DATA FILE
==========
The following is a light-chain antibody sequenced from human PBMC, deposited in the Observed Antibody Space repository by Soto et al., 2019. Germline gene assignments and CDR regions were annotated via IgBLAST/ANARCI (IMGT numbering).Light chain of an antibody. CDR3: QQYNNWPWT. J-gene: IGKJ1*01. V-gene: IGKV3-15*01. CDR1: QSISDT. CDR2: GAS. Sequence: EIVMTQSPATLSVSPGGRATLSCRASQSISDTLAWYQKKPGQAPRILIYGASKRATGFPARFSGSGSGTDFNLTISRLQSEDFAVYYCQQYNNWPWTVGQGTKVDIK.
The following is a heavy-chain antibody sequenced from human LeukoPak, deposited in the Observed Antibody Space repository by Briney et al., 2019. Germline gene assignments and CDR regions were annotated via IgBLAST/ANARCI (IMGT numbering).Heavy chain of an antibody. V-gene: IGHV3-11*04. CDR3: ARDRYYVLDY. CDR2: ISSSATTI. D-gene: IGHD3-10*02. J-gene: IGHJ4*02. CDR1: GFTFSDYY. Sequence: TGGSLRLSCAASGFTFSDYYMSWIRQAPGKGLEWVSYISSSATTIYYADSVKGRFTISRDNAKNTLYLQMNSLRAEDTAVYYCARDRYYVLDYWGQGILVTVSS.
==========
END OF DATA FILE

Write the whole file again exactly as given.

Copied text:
The following is a light-chain antibody sequenced from human PBMC, deposited in the Observed Antibody Space repository by Soto et al., 2019. Germline gene assignments and CDR regions were annotated via IgBLAST/ANARCI (IMGT numbering).Light chain of an antibody. CDR3: QQYNNWPWT. J-gene: IGKJ1*01. V-gene: IGKV3-15*01. CDR1: QSISDT. CDR2: GAS. Sequence: EIVMTQSPATLSVSPGGRATLSCRASQSISDTLAWYQKKPGQAPRILIYGASKRATGFPARFSGSGSGTDFNLTISRLQSEDFAVYYCQQYNNWPWTVGQGTKVDIK.
The following is a heavy-chain antibody sequenced from human LeukoPak, deposited in the Observed Antibody Space repository by Briney et al., 2019. Germline gene assignments and CDR regions were annotated via IgBLAST/ANARCI (IMGT numbering).Heavy chain of an antibody. V-gene: IGHV3-11*04. CDR3: ARDRYYVLDY. CDR2: ISSSATTI. D-gene: IGHD3-10*02. J-gene: IGHJ4*02. CDR1: GFTFSDYY. Sequence: TGGSLRLSCAASGFTFSDYYMSWIRQAPGKGLEWVSYISSSATTIYYADSVKGRFTISRDNAKNTLYLQMNSLRAEDTAVYYCARDRYYVLDYWGQGILVTVSS.